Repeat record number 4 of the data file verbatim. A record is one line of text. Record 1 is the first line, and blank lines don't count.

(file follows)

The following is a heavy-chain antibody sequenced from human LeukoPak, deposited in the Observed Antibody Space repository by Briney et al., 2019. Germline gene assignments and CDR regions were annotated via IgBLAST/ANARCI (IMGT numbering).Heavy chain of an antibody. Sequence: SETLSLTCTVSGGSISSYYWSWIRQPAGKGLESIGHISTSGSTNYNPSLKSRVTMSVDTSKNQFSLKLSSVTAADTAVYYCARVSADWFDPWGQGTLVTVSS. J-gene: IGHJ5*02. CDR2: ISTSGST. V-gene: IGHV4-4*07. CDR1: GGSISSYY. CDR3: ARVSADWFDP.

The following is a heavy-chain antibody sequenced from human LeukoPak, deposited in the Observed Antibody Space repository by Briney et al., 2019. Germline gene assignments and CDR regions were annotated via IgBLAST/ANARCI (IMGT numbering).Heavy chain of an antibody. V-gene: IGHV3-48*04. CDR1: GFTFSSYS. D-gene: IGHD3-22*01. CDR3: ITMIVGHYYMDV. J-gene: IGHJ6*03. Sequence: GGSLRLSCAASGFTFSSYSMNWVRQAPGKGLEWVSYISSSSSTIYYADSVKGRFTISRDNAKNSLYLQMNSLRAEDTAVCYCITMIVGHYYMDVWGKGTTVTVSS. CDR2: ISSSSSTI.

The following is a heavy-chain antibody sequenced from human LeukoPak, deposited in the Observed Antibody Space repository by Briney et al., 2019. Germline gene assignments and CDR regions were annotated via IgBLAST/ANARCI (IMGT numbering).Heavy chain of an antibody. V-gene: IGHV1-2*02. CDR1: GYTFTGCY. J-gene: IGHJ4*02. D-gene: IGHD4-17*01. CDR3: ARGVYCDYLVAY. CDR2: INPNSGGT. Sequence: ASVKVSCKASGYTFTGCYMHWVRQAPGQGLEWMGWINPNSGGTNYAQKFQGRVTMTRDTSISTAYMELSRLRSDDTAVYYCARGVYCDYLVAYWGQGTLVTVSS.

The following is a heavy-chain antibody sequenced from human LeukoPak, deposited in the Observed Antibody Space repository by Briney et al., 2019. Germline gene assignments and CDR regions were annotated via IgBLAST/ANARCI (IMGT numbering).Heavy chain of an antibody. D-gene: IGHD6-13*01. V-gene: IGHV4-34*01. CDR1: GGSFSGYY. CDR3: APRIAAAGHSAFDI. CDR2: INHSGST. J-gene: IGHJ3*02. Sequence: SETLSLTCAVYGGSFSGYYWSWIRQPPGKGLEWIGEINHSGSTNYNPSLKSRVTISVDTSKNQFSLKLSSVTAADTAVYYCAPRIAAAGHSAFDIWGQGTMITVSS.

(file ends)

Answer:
The following is a heavy-chain antibody sequenced from human LeukoPak, deposited in the Observed Antibody Space repository by Briney et al., 2019. Germline gene assignments and CDR regions were annotated via IgBLAST/ANARCI (IMGT numbering).Heavy chain of an antibody. D-gene: IGHD6-13*01. V-gene: IGHV4-34*01. CDR1: GGSFSGYY. CDR3: APRIAAAGHSAFDI. CDR2: INHSGST. J-gene: IGHJ3*02. Sequence: SETLSLTCAVYGGSFSGYYWSWIRQPPGKGLEWIGEINHSGSTNYNPSLKSRVTISVDTSKNQFSLKLSSVTAADTAVYYCAPRIAAAGHSAFDIWGQGTMITVSS.